Category 1 includes cosmetics specifically intended for children under the years, to be used in the eye area and on mucous membranes. Here, the total microbial count must me ≤ 100 cfu/g or mL. Also, the absence of E. coli, P. aeruginosa, S. aureus and C. albicans in 1 g or mL must be ensured.

Category 2 includes all other cosmetics. Here, the total microbial count must be ≤ 1,000 cfu/g or mL, and the absence of E. coli, P. aeruginosa, S. aureus and C. albicans in 1 g or mL must be ensured.

Preservation Challenge Test

The preservative challenge test, or preservative efficacy test (PET), involves artificially contaminating the finished product then evaluating the decrease in contamination to levels ensuring the microbiological limits established for Categories 1 and 2, decribed above.

The preservation system should cover a large spectrum, including Gram-positive and Gram-negative bacteria, yeasts and molds. Several testing protocols can be used. In Europe, the internationally recognized ISO 11930:2012 is most commonly used.7

Prior to initiating the protocol, a total microbial count is performed to assess the initial microbiological quality of the product; if good, the PET can be performed. The protocol uses five strains: S. aureus, E. coli, P. aeruginosa, C. albicans and A. brasiliensis, and the microbial densities are monitored over a 28 day-period. Results are compared to acceptance criteria, and products are assigned as follows:

  • Criteria A: the cosmetic product is protected against potential microbial contamination
  • Criteria B: the level of protection is acceptable if the microbiological risk analysis demonstrates the existence of control factors not related to the formulation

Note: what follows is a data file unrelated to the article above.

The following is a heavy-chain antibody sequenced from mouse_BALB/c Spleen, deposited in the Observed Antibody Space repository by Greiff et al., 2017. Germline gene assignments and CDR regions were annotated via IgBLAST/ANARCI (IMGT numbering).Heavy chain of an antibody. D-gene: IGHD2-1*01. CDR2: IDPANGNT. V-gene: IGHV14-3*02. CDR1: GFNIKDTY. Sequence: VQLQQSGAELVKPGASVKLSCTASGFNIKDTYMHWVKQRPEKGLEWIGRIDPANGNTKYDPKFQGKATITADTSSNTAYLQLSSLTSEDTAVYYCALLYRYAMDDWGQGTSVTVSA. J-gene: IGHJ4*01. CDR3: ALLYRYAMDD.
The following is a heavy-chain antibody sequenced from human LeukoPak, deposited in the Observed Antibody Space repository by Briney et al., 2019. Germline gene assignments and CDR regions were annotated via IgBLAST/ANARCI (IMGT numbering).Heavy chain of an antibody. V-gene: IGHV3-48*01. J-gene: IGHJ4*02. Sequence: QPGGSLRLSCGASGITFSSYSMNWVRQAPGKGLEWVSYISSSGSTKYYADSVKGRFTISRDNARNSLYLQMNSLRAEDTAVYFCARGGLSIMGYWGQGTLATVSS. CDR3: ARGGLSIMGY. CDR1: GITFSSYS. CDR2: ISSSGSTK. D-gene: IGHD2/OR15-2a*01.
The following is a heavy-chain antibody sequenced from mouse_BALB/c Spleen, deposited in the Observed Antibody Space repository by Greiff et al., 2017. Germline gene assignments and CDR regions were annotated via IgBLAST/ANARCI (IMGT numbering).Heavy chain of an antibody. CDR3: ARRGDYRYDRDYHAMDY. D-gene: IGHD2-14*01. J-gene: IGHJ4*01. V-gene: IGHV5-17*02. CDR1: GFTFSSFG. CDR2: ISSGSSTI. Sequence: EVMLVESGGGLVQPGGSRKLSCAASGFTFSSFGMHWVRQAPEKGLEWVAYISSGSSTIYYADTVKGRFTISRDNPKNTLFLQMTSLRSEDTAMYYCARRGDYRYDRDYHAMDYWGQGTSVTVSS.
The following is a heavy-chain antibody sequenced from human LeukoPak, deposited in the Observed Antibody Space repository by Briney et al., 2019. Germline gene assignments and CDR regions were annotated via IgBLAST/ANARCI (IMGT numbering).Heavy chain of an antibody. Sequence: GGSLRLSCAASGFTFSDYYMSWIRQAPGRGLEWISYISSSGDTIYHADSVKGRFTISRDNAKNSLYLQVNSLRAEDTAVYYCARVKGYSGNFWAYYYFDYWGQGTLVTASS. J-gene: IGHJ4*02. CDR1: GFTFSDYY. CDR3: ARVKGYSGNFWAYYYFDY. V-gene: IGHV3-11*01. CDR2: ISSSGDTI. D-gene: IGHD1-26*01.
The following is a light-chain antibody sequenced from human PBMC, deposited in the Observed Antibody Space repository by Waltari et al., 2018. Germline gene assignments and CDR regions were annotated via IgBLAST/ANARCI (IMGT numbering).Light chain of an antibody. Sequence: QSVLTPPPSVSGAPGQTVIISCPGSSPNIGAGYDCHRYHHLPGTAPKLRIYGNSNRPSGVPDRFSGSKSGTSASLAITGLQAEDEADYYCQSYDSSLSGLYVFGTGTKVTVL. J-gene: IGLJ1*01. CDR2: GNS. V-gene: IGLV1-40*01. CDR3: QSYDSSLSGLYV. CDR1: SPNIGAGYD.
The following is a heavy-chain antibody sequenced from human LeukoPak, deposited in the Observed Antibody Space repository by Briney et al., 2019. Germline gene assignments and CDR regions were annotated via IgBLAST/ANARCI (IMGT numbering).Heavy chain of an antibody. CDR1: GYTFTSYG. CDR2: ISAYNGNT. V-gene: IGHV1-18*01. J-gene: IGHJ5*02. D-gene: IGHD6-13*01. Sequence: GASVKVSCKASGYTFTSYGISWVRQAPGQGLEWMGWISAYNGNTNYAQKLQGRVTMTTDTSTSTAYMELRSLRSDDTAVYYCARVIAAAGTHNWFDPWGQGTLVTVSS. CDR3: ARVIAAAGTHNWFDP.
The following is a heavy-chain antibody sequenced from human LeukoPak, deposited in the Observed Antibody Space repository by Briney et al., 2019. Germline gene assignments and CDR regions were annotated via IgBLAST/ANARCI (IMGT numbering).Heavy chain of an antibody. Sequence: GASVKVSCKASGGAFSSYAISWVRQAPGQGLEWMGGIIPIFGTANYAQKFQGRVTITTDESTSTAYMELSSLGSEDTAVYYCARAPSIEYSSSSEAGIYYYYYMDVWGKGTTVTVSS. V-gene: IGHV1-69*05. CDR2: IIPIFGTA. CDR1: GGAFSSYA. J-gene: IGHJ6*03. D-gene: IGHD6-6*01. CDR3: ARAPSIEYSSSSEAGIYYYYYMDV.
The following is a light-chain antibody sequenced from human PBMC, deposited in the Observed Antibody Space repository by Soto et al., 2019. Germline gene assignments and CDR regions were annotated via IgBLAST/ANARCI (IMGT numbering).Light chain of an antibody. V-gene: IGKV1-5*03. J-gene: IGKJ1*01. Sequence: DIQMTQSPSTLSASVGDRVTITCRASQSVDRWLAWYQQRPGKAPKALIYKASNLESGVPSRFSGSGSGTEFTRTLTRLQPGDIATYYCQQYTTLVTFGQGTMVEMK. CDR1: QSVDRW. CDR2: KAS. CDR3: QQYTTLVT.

• Neither criteria A or B: The product will be further evaluated on the basis of microbiological hazards and will possibly need a reformulation to provide better antimicrobial protection.

The result of the challenge test should be good in order to proceed further and perform the stability study, which will be covered next month in Part 9 of this series. A challenge test also should be performed at the end of the stability study to verify the preservative system is still effective.

The microbiological quality of cosmetics is a critical element for the safety assessment. This aspect should be assessed as soon as possible after validation of the formulation before proceeding further.





4. ISO/TR 19838:2016 Microbiology: Cosmetics, Guidelines for the application of ISO standards on Cosmetic Microbiology

5. ISO 29621:2010: Cosmetics: Microbiology, Guidelines for the risk assessment and identification of microbiologically low-risk product

6. ISO 17516:2014 Cosmetics: Microbiology, Microbiological limits

7. ISO 11930:2012 Cosmetics: Microbiology, Evaluation of antimicrobial protection of a cosmetic product

Additional Resources

European Commission web site: